Should I buy or rent?

One of the first questions that occurs to new pilots is this: buy or rent? A lot of people write about this question online and in print, and they mostly try to help you make the decision by opening a spreadsheet to figure out the cost of owning and operating a plane, dividing the cost by the number of hours you’re likely to fly, and then comparing that with rental rates. I took that approach before buying my Warrior.

That approach is completely useless.

When renting doesn’t work

I spent a few months as a renter after my plane was hit by lightning, and the experience reminded me why I don’t rent. Unless you’re willing to book weeks or (more likely) months in advance, you’re not going to be allowed to take a rental airplane away for a whole weekend, much less a whole week. If you are allowed to take a rental plane for that long, and the weather cooperates (remember that you cannot leave a day earlier or come back a day later), you’re usually going to have to pay a minimum fee — say, 3 hours/day — whether the plane flies or not.

That money adds up fast. If I rented a Cessna 172 for CAD 120/hour dry to fly from Ottawa to PEI for a week in the summer (about eight hours’ flying round-trip), my cost before fuel and taxes would be not CAD 960 for eight hours, but CAD 2,520 for 21 hours, even though the plane was tied down for most of that. Add about $300 for fuel, and you’re well over CAD 3,000 total for the trip. Of course, the odds of getting a 172 for a full week in the summer are so small that this is mostly hypothetical.

When renting does work

On the other hand, rental planes are almost always available for two or three hours, even on the weekend. If you want to just fly around the area to take friends up for sightseeing, or work on a rating, or fly with a buddy for a quick lunch at a nearby airport, renting works great, and you’ll save a lot of money over owning.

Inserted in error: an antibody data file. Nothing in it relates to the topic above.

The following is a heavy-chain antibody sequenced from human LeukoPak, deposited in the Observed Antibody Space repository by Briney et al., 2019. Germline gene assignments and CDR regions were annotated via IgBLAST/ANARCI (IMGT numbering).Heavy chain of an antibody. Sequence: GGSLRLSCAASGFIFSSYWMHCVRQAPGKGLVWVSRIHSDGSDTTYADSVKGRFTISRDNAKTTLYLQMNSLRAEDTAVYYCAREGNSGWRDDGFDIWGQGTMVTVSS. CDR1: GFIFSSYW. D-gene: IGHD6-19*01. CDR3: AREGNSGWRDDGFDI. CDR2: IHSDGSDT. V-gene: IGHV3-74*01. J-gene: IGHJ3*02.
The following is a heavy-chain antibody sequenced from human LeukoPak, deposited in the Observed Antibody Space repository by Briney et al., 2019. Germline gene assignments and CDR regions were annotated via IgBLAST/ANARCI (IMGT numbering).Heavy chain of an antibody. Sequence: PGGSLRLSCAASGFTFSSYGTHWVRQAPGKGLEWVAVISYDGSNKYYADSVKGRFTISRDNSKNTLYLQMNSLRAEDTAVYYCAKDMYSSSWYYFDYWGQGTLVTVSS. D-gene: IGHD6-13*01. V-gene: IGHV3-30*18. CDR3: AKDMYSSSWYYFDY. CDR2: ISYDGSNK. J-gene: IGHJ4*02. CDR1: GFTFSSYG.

If one rental plane is down for maintenance, you can just take another one. If the plane makes a funny noise during runup, you can just taxi it back to the hangar and hand the problem over to someone else. If all you want to do is fly a plane the way your friends use their boats, a few hours at a time on nice weekends, then renting is a very low-stress solution.

Making the decision

So, if you’re a new pilot trying to decide whether to buy or rent, ask yourself this: do you want to do nothing but fly around the area on Saturday afternoons, or do you want to go places on overnight trips? If you want to do any non-trivial amount of travelling, even just a couple of family or business trips every year, you can put away your spreadsheet, because owning — either alone, in a partnership, or as part of a fractional ownership program — is really your only choice.

Owning is often expensive, but it does not have to be, especially if (unlike me) you’re willing to share a simple, slow plane with a few partners: 25% of a Cherokee 140 in a 4-way partnership will cost you as little as CAD 10,000 up front (which you’ll get back — less sales tax — when you sell), maybe CAD 2-3,000/year in fixed costs, plus fuel and engine reserve for each hour you fly. It will also, of course, cost you the headaches of ownership, including arranging maintenance, paying unexpected costs, changing oil, cleaning bugs, waxing wings, shovelling snow, finding alternatives when the plane is down for a few months for painting or engine overhaul, taking time off work to go to the shop, etc.

Airplanes aren’t like cars

It’s too bad that renting planes cannot be more like renting cars. Our family gets by with only one vehicle — we live near downtown, and when there’s a conflict and one of us cannot walk or take transit, we use VRTUcar (an extremely inexpensive shared car program — there are two parked a couple of blocks from my house) for in-town travelling, or we rent a car for out-of-town trips. The money we save from not owning a second car covers a huge part of the cost of owning our plane. Go figure.

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About David Megginson

Scholar, tech guy, Canuck, open-source/data/information zealot, urban pedestrian, language geek, tea drinker, pater familias, red tory, amateur musician, private pilot.
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10 Responses to Should I buy or rent?